Housing NZ to build for sale
The Government will build affordable homes for private sale for the first time in response to the Christchurch housing shortage.
Housing New Zealand plans to link with a private developer to build a mix of social housing and affordable homes for sale on five Christchurch sites.
It hopes to pilot the new approach with a $9 million development in Manchester St on the edge of the city centre.
It is seeking expressions of interest from developers and designer teams to build between 20 and 30 one and two-bedroom units.
Housing New Zealand earthquake recovery team leader Andrew Booker said he hoped the new homes would ease housing shortages in Christchurch.
"This is in direct response to the housing issues in Christchurch from a social housing and affordable housing point of view across the board," he said.
"If we did this on a large scale it would certainly help.
"This is not just about Manchester St; this is about looking differently at the residential property that the corporation has - the form of the building and the type of tenure.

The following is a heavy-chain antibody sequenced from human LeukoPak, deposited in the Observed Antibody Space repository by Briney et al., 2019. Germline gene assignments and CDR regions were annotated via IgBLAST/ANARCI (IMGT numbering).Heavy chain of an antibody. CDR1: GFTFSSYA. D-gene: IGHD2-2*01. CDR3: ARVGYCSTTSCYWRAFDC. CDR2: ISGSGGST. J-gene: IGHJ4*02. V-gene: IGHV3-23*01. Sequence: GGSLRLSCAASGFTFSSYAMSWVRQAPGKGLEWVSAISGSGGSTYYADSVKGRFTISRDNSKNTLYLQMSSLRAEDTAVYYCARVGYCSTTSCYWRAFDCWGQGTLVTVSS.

"We need to move to a mixed-tenure model."
The Manchester St development would include a mix of Housing New Zealand units, affordable rental apartments available through social agencies and affordable housing for private sale.
"We want this to be a benchmark for developments throughout the country," Booker said.
"It is a demonstration site for what we think should happen in the future."
Housing New Zealand plans to build between 200 and 350 houses in Christchurch over the next 18 months at a cost of between $60m and $90m.
Booker said 100 of those homes might not be owned by Housing New Zealand.
Housing New Zealand is experimenting with foundation techniques for the 450 properties it owns on technical category 3 land.
It is working with Arrow International and Southern Response to test different techniques on about 20 properties it owns. The findings will be made public to assist the rebuild.
The affordable housing initiative has been welcomed by Tenants Protection Association spokeswoman Helen Gatonyi.
"This is the way of the future and I think it is a really good first step," she said. "You need a diverse community, not just all social housing in one block."
Housing New Zealand's 6000 properties in Christchurch took a hit in the Canterbury earthquakes.
It had 750 vacant, quake-damaged properties, but 215 of those are in the residential red zone and 212 more have been repaired.